The trip was one of many firsts: first time using an ice axe, first time using crampons, first time carrying a week's worth of food and gear through the mountains.
Did you have any low points on the trip? Was there ever an “oh shit” moment, where you had to remind yourself why you were out there?
The very first line we rode was also the very first time I put on crampons and used an ice axe. We were hiking up and the snow was pretty variable. We were hiking through some icy points, and the couloir was super long. While hiking, the ice started really scaring me and I kept thinking “what am I getting myself into?” while I was slipping and really struggling up the wall. Of course, Jeremy kept encouraging me and we made it to the top, and I decided that I wanted to commit the whole way. Luckily, the snowboarding was really fun, with some rock jumps and some spice. It’s really funny how much more comfortable you feel with your snowboard on your feet.
Honestly, the rest of the trip was pretty awesome compared to that. I thought it was going to be a lot more tiring and a lot more physically challenging, which it was, but I felt comfortable! We did it in a way that was both challenging and super rewarding, where we rode a lot of really fun snow, and all on our own schedule. The second to last day, we had a really long tour to get closer to our exit. That day, I crashed. We crossed a whole valley and then went back up the other side. By the time we got back up there, I was wrecked! That was really the only day where I was completely physically exhausted.
What did you do to get through that?
I ate a lot of Clif Blocks! I learned quickly that you can keep your energy up as long as you are on top of keeping yourself hydrated and fed. I think I slacked a little that day and went too long without eating or drinking. In normal life, it’s pretty easy to snap back out of that and be fine as soon as you eat, but in the mountains it takes a little more time!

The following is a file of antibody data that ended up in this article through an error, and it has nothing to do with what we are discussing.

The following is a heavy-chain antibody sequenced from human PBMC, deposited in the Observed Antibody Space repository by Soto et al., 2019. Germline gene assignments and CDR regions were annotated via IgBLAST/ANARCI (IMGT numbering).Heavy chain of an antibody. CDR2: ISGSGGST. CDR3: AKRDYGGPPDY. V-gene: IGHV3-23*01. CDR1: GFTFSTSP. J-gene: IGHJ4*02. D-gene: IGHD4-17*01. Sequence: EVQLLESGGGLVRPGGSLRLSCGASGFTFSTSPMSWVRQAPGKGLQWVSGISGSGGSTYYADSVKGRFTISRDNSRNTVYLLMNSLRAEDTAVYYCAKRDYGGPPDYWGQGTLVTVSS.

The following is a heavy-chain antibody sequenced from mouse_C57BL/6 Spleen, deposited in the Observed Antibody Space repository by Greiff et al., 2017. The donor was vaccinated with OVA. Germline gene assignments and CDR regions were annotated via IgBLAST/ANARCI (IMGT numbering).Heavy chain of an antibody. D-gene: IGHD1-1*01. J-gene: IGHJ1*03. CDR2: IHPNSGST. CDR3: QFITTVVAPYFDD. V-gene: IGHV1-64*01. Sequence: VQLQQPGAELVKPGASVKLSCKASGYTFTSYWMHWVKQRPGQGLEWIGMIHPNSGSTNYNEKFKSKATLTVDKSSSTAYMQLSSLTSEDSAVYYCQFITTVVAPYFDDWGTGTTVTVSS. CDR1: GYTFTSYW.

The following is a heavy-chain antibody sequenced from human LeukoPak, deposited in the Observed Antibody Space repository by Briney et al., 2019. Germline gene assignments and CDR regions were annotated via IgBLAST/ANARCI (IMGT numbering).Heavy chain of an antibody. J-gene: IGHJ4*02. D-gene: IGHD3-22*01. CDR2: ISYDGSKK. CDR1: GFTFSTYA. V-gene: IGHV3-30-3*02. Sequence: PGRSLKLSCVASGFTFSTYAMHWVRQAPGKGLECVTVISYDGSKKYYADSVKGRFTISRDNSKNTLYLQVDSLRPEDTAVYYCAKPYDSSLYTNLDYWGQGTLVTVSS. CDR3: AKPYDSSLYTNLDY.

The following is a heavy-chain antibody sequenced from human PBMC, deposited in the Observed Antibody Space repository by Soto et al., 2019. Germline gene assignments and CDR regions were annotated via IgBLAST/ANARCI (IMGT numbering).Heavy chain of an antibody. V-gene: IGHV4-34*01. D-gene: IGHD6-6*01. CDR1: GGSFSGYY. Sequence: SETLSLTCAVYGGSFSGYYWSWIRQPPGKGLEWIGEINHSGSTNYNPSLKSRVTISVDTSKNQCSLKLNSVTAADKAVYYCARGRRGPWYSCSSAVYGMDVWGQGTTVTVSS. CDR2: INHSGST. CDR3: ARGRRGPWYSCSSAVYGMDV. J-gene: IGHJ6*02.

What was your favorite line you rode?
I think one of my favorites was the big couloir on Red Slate Mountain. We had really good snow, and we just cruised up and down it. The whole experience, including hiking up was awesome. Maybe two days later, we actually saw a mountain that changed the whole course of our trek. We saw it and immediately decided we had to ride it, so we went down a different drainage to get there. We rode a couloir on that face that was probably the best snow we rode all trip. It was classic corn snow mixed with some hot pow, heavy but not sticky. By that time, we had ridden a few things and were kind of warmed up to the snow, so it felt really good!
One of the things I had never really experienced before was how nice it is to hike up the line you ride. I’m used to coming up on them or being dropped off on top, so you have very little to examine what you’re dropping into.
"Being able to take the time to hike up it, know what the snow is doing and map out your line makes it way more fun to snowboard because you what to expect!”
For Hight, sharing the connection to nature and its inspiration was something this trip afforded like none other.
Outside of just riding sick lines, the trip was meant to be achance to explore what John Muir had seen a century ago. What did that connection mean to you?
When Jeremy told me about the project and what the whole meaning was behind it, that made me even more excited about heading out there. It’s great to go on snowboard trips and have these experiences, but to be able to put some real meaning behind it and use the voice we have as pro athletes to spread a message and inspire others to go out and experience these things is really exciting.
Knowing what John Muir was able to accomplish in his time, and then seeing those lands in person really makes you understand why he called for their protection already 100 years ago. Understanding that man’s connection to the land and to the Earth is so powerful, and that lives on today.
To be able to explore those mountains the way he did, and the fact that we still have them with everything that’s going on in our world is really powerful. I think that we have to elevate that message so that my generation and the ones after can continue to protect that wilderness so that we can continue to have that for future generations. There’s nothing like being out in the wilderness without seeing another soul; there’s a sense of lasting peace that it brings you. I really want to share that message.